Issue Date: July 6, 2009
Sugar High ... Jinks
Recently, I wrote a C&EN News of the Week article about Coca-Cola's plans to substitute petrochemically derived ethylene glycol with glycol made from sugar and molasses to make polyethylene terephthalate beverage bottles (C&EN, May 25, page 9). Researching the story made me wish that Coca-Cola could put sugar to better use, namely, making soda.
For soda lovers like me, the past 30 years have been unkind in one respect: High-fructose corn syrup (HFCS) has replaced sugar in nearly all beverages in the U.S.
The TWO SWEETENERS are chemically different. Common sugar is sucrose, a disaccharide of glucose and fructose. High-fructose corn syrup is a mixture made of glucose and fructose—55% fructose in HFCS-55, the type of syrup used in beverages. To make HFCS, corn refiners use the enzyme glucoamylase to break cornstarch down into glucose and then use the enzyme glucose isomerase to convert some of the glucose into fructose.
HFCS was introduced in the late 1960s, and by the 1980s, it had conquered the U.S. beverage industry. In 1982, the U.S. government imposed quotas that limit sugar imports. Since then, U.S. sugar prices have generally been much higher than global sugar prices. And HFCS-55 has been cheaper on a comparable basis—it contains about 23% water—than sugar in the U.S. Recently, however, the margin between the two has narrowed.
Because of the price differential, and because it's easier to handle a liquid than a solid on an industrial scale, use of HFCS in soft drinks and processed food skyrocketed in the 1980s. According to the U.S. Department of Agriculture, per capita annual consumption of sugar was 84 lb in 1980. By 1990, it was 64 lb. During the same period, per capita annual consumption of HFCS increased from 19 lb to 50 lb.
Today, finding soda made with sugar in the U.S. is as difficult as it was to procure Levi's dungarees in the Soviet Union. That's an exaggeration, but one does have to know where to look. One source is Coca-Cola made in Mexico, typically available for sale at any grocer that displays a Mexican flag prominently in the window. Another source, kosher Coca-Cola, can be found in many supermarkets around Passover because corn is shunned during that holiday.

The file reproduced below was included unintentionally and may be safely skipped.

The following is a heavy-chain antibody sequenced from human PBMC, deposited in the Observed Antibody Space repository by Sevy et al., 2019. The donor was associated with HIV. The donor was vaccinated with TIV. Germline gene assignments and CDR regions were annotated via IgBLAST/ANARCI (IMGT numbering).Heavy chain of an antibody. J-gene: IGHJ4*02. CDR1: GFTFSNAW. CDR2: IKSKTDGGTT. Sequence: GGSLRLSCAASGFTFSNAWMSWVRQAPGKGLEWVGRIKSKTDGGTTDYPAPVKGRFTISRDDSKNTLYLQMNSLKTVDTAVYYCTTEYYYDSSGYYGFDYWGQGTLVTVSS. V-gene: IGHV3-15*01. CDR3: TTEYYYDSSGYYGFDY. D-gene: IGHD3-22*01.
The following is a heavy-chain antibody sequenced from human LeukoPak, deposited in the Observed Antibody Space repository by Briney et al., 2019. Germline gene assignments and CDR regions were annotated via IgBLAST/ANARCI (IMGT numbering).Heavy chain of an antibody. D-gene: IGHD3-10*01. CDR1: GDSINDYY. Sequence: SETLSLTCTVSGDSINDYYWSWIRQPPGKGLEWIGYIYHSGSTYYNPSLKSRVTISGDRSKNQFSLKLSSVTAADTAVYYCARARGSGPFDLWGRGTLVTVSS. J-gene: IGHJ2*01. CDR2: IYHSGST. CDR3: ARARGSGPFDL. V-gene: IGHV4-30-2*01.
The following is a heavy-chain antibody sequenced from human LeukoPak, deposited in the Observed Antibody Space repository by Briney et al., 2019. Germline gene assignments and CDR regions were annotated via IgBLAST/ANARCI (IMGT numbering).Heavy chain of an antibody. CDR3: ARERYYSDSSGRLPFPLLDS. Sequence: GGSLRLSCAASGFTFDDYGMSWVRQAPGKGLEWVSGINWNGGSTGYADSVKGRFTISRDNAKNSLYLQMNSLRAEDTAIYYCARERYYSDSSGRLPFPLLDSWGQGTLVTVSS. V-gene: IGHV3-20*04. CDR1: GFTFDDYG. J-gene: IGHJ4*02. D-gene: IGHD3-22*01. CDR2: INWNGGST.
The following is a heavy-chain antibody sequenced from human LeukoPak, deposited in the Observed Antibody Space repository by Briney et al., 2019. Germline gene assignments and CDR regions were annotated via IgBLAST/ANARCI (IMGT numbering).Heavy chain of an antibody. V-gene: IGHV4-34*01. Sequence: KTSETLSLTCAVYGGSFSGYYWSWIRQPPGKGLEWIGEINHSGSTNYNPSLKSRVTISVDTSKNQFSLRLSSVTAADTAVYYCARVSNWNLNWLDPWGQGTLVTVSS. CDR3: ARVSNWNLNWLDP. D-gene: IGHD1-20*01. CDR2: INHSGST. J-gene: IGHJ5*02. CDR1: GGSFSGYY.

There are other sugar-based sodas as well. One Dr Pepper bottler in Dublin, Texas, still uses sugar. People can buy "Dublin Dr Pepper" over the Internet or stumble across it at, say, a truck stop along a Texas highway. There are also gourmet brands such as Jones Soda or Royal Crown Draft that use pure cane sugar.
This past spring, Pepsi made life easier for soda aficionados. It released Pepsi and Mountain Dew Throwback brands made with real sugar, which was available from April to June.
One wonders about Pepsi's motives. Some nutritionists say HFCS is a worse contributor to obesity than sugar is, so there could be some marketing benefit.
Whatever the company's motivation, its efforts offered a rare opportunity to settle the matter of which tastes better, soda made with sugar or with HFCS.
I arranged a Pepsi Challenge—normal Pepsi versus Pepsi Throwback—at C&EN's Northeast News Bureau. Admittedly, I had a very small statistical sample for the blind taste test: three subjects, including my biased self. All agreed that regular Pepsi made an immediate impact on the tip of the tongue, whereas the subtler effects of Pepsi Throwback worked toward the back of the mouth. One subject liked regular Pepsi better, noting that Throwback "tastes like diet." The two others, including me, preferred sugar.
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